There was a time back in 2009 when GETCO was the absolute titan of the high frequency trading arena, printing money with the reckless abandon of a Federal Reserve on full tilt. It even got its own profile piece in the WSJ in the summer of 2009: “Meet Getco, High-Frequency Trade KingMeet Getco, High-Frequency Trade King.” However, the good days were not to last as shortly thereafter we got a flash crash, then we got three + years of Ben Bernanke’s (and every other bank’s) central planning and some $10 trillion in combined exogenous liquidity to prop up the market, both of which resulted in the complete loss of faith in a standalone stock market by the retail investor (and once the current unwind of the December rotation from stocks into savings accounts over capital gains tax fears ends, the outflows will resume especially as latest ICI data shows with the smallest inflow into domestic equities to date in 2013).
And since retail orders no longer would feed the frontrunning, sub-pennying, quote churning, flash crashing juggernaut that is HFT, that meant less revenue and profit for algo master GETCO.
How much less? A whopping 82% less in the nine months ended September 30, 2012 compared to a year prior, and 92% less when annualizing 2012 results compared to the firm’s heyday in 2008, the year in which it made a record $430 million in net income. Getco’s net income as of September 30, 2012: a tiny $25 million.
Which is why the status quo and the entire institutional infrastructure is so very desperate to get the retail investor out of hibernation and the “safety of bonds” and back in the corrupt casino known as the “stock market” dominated by the likes of Getco, Goldman, the G-7 (since the markets are now nothing more than a political vehicle to pass policy and promote a globalist agenda), and, of course, Ben Bernanke.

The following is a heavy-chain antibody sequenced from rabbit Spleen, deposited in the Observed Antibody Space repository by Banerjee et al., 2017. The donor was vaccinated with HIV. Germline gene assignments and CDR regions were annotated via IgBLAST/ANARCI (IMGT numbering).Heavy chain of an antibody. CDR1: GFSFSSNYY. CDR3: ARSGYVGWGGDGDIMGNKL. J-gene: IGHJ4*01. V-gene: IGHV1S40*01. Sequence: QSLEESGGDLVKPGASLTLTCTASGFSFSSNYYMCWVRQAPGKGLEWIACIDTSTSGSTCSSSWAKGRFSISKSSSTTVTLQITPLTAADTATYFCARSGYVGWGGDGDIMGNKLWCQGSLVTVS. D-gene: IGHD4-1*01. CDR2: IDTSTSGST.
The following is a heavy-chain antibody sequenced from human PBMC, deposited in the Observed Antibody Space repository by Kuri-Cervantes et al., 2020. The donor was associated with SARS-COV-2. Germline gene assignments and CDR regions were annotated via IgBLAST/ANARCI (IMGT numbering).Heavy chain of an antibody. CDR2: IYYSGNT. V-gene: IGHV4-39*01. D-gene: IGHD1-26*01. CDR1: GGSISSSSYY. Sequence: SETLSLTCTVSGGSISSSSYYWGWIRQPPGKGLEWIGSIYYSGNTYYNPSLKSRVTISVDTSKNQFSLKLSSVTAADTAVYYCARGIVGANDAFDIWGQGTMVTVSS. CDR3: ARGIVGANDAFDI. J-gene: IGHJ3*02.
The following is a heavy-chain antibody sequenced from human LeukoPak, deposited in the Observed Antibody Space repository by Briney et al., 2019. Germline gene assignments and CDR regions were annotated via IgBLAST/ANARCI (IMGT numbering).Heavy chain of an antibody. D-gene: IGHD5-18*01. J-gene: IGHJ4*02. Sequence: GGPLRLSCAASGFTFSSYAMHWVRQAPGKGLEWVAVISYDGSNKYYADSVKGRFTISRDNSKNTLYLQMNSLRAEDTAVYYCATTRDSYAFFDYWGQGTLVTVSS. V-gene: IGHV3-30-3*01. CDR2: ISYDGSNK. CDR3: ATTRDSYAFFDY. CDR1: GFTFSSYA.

To see the desperation visually, here is a chart of private GETCO’s net income, which was revealed for the first time today as part of the S-4 filed in relation to the still very shady collapse and acquisition of former market making giant Knight Capital, which suicided itself in the span of 30 minutes after an errant algo literally destroyed the company.
GETCO Net Income – the fun days are over.
Getco Revenue – not only a spending problem; a revenue problem too.
Yet while as revenues drop, even GETCO has no choice but to build out its collocation infrastructure, putting up ever bigger, ever faster, ever frontrunning-er computers at exchanges, just so it can in turn be bigger and faster than every one else who is immitating its strategy of bringing nothing more to the table than the fastest algorithm that can and will intercept any inbound orders and scalp pennies per trade on millions and millions of trades.
Oh well, it was fun while it lasted – and now, like with AAPL, like with every other industry in which the frontrunner no longer provides anything unique or special, the margin war begins. May the one with the largest balance sheet and biggest accordion credit facility win.
And yes, it definitely was fun: one of the P&L line items broken down was the firm’s “travel and entertainment” expenses. At $52.8 million in the past six years (annualizing the 2012 number), travel was probably modest, but the entertainment sure was grand, especially for whoever the clients on the receiving ends of the various expensed lap dances entertainments were.